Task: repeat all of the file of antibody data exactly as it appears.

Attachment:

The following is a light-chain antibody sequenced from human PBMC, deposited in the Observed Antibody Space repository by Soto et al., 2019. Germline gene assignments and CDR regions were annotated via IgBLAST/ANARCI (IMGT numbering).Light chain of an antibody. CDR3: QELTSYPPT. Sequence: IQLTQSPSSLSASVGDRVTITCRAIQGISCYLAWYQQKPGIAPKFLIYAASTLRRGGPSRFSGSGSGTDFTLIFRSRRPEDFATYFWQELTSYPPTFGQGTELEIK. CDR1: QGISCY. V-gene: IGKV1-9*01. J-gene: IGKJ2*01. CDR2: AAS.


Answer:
The following is a light-chain antibody sequenced from human PBMC, deposited in the Observed Antibody Space repository by Soto et al., 2019. Germline gene assignments and CDR regions were annotated via IgBLAST/ANARCI (IMGT numbering).Light chain of an antibody. CDR3: QELTSYPPT. Sequence: IQLTQSPSSLSASVGDRVTITCRAIQGISCYLAWYQQKPGIAPKFLIYAASTLRRGGPSRFSGSGSGTDFTLIFRSRRPEDFATYFWQELTSYPPTFGQGTELEIK. CDR1: QGISCY. V-gene: IGKV1-9*01. J-gene: IGKJ2*01. CDR2: AAS.